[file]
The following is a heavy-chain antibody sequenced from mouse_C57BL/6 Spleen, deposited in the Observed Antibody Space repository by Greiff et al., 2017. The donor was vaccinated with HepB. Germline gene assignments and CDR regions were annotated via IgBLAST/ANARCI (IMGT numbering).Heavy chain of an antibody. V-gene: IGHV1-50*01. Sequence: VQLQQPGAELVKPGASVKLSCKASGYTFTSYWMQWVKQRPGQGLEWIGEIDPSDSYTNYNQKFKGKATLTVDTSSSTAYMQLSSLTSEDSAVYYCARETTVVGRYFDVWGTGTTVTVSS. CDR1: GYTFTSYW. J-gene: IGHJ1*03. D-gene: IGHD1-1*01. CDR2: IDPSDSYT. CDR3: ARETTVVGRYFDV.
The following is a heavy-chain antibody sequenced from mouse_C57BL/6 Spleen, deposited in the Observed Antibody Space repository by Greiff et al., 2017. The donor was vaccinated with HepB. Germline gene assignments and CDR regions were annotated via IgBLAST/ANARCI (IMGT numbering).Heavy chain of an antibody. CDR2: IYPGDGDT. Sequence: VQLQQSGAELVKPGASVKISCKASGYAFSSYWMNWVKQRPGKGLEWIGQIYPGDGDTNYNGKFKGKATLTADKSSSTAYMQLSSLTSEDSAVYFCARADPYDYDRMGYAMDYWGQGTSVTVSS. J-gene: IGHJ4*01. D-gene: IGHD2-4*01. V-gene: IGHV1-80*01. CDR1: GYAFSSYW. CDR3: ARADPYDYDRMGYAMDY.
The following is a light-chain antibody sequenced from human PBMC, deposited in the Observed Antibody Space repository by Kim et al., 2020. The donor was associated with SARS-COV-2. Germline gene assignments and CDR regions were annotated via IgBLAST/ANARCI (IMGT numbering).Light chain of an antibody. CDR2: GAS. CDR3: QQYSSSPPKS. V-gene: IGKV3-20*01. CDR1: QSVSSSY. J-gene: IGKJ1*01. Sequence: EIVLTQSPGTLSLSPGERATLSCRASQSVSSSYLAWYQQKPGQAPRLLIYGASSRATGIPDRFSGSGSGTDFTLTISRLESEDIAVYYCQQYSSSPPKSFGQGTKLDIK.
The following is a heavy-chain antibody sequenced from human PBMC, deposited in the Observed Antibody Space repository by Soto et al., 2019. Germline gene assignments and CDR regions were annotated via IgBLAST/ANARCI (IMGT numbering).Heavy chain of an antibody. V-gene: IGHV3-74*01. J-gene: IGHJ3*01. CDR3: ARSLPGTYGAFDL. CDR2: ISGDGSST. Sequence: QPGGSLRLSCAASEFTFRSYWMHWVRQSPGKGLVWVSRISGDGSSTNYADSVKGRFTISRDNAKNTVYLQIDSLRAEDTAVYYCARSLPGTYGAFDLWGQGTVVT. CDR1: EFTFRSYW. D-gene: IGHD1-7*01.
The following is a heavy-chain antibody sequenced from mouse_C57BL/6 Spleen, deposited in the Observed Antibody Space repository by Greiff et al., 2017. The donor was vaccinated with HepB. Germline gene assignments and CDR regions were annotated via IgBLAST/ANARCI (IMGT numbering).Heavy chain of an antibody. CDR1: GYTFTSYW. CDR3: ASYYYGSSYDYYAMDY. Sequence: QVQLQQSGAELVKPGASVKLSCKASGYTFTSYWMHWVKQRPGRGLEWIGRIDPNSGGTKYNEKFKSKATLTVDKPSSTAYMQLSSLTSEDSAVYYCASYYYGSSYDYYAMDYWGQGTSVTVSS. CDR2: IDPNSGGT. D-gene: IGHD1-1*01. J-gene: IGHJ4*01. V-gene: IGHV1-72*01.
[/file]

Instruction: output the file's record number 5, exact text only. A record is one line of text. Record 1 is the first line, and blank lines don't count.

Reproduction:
The following is a heavy-chain antibody sequenced from mouse_C57BL/6 Spleen, deposited in the Observed Antibody Space repository by Greiff et al., 2017. The donor was vaccinated with HepB. Germline gene assignments and CDR regions were annotated via IgBLAST/ANARCI (IMGT numbering).Heavy chain of an antibody. CDR1: GYTFTSYW. CDR3: ASYYYGSSYDYYAMDY. Sequence: QVQLQQSGAELVKPGASVKLSCKASGYTFTSYWMHWVKQRPGRGLEWIGRIDPNSGGTKYNEKFKSKATLTVDKPSSTAYMQLSSLTSEDSAVYYCASYYYGSSYDYYAMDYWGQGTSVTVSS. CDR2: IDPNSGGT. D-gene: IGHD1-1*01. J-gene: IGHJ4*01. V-gene: IGHV1-72*01.